This conviction resulted from a fight between Yuen and another inmate where Yuen armed himself with a small blade.
At an earlier appearance the court was shown graphic footage in which Yuen and the other detainee can be seen throwing punches at each other before the other detainee is seen wiping blood from his face and leg.
The victim suffered lacerations to his face, chest, abdominal area, hip, knee and arms, some of which cut into muscle tissue and required plastic surgery.
In sentencing Yuen, Justice Chrissa Loukas-Karlsson said while both Yuen and the victim had engaged in the fight, the fact Yuen had armed himself and the serious injuries inflicted on the victim made it a serious offence.
She said between 2013 and 2018 Yuen had been the subject of 20 disciplinary actions in the jail, had been put into segregated accommodation numerous times and had been abusive towards corrections staff.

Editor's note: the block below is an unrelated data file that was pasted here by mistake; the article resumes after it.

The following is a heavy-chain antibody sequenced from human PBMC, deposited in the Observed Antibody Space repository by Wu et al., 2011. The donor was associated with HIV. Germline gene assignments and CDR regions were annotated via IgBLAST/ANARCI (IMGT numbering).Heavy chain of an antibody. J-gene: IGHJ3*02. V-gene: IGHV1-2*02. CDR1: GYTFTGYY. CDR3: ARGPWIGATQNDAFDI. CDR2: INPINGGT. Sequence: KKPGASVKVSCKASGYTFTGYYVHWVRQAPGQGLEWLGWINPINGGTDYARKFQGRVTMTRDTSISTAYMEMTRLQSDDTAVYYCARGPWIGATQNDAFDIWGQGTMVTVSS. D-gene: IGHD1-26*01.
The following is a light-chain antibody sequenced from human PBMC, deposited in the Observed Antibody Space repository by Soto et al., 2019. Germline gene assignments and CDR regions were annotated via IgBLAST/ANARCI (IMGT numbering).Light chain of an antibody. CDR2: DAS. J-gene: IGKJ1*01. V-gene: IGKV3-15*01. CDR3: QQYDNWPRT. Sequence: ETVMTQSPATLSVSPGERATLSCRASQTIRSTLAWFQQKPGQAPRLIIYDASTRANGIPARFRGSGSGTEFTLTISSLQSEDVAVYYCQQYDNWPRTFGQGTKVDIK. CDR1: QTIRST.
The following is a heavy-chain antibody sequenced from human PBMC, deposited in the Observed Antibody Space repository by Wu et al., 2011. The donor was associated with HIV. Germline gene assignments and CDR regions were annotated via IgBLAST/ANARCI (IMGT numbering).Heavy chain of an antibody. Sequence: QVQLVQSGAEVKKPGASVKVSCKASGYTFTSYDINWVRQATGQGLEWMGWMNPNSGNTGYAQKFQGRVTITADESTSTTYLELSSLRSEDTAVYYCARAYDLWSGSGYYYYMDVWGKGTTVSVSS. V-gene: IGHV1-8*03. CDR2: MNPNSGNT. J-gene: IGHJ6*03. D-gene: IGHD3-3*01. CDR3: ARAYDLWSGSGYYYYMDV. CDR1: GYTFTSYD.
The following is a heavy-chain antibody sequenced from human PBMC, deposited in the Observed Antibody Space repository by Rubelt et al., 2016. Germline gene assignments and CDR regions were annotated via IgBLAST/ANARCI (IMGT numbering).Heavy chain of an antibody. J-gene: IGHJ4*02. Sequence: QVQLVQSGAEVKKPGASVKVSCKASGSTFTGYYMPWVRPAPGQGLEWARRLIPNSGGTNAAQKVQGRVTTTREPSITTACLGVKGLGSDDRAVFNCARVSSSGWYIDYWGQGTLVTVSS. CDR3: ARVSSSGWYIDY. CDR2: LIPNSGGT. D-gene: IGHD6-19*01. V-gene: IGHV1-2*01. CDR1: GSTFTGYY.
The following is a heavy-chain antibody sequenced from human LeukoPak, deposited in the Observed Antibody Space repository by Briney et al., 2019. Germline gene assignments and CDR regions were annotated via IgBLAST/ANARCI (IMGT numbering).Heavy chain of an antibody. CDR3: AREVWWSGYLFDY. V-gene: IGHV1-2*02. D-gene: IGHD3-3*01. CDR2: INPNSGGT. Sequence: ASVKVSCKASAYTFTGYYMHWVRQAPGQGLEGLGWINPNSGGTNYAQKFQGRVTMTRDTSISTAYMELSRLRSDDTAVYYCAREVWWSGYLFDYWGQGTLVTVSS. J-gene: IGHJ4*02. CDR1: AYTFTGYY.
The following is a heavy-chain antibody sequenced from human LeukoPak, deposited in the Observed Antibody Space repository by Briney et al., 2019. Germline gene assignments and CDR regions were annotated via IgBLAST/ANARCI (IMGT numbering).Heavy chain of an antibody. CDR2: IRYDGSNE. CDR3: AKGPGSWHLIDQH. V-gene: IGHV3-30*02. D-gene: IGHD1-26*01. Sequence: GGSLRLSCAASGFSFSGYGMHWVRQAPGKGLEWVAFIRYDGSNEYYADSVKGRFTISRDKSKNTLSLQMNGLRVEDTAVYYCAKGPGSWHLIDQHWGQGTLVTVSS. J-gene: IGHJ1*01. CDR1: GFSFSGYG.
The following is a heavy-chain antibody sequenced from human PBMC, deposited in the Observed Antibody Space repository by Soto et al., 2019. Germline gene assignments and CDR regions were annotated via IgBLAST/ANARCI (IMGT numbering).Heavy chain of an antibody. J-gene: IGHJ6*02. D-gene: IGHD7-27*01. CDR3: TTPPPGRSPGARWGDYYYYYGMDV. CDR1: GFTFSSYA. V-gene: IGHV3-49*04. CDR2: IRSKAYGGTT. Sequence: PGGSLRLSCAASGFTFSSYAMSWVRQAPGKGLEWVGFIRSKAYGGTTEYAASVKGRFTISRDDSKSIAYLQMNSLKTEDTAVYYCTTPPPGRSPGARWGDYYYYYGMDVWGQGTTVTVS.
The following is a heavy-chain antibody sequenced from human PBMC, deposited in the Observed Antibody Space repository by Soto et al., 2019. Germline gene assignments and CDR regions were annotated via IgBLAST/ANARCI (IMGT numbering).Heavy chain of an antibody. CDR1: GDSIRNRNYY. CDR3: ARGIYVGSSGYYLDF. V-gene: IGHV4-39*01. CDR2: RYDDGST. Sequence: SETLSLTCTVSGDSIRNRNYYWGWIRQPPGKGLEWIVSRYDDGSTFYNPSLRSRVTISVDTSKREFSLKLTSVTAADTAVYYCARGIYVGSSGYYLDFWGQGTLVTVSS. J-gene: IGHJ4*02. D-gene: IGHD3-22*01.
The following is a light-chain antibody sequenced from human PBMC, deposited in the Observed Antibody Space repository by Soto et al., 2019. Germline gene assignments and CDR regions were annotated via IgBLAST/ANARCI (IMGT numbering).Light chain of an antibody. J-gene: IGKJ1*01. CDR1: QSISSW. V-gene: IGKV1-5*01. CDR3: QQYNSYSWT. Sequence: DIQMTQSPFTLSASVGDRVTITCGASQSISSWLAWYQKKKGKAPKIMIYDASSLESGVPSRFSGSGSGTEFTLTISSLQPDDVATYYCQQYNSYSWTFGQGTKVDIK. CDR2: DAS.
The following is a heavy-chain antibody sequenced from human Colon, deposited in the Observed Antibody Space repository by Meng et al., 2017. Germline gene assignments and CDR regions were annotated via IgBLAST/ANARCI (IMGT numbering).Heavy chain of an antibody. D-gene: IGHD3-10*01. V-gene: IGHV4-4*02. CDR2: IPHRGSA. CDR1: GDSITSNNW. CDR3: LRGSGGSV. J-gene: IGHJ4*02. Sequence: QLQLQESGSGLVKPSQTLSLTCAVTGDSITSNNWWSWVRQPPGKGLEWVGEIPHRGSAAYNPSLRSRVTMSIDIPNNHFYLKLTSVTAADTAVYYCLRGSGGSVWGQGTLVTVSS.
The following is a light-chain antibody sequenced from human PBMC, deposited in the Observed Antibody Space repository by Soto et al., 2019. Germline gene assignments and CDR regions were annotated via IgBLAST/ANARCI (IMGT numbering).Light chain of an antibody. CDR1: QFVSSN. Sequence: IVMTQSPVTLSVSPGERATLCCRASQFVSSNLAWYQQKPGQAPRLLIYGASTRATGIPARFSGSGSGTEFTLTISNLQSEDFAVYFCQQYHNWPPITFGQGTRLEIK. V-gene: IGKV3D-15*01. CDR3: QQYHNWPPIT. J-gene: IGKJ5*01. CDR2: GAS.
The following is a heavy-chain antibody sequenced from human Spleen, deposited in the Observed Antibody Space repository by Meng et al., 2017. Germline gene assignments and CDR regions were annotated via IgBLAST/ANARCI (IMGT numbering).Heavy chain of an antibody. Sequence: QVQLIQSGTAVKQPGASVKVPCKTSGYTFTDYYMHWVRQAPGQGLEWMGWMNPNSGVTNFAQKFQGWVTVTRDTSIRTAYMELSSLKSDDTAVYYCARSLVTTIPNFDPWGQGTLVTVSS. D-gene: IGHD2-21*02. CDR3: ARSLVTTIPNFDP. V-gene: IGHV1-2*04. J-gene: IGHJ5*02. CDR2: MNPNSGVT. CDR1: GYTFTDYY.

However, she added that Yuen had displayed satisfactory behaviour since mid-2018 and shown remorse for his actions.
She described Yuen’s prospects for rehabilitation as guarded, noting the positive results he had achieved in both tertiary studies and employment in the jail.
More than 20 certificates of Yuen’s achievements in educational programs at the jail were tendered to the court.
Justice Loukas-Karlsson also acknowledged Yuen’s childhood where he was subjected to racial abuse and his previous issues with drugs and alcohol.
Ultimately, Justice Loukas-Karlsson said Yuen remained a risk to society and also acknowledged the need for deterrence in the sentence.
But she told Yuen that despite the number of years in custody ahead of him it was not too late to turn things around, particularly crediting his studies and employment.
«This time does not have to be wasted,» Justice Loukas-Karlsson said.
«You have potential.»
Elliot Williams is a reporter for The Canberra Times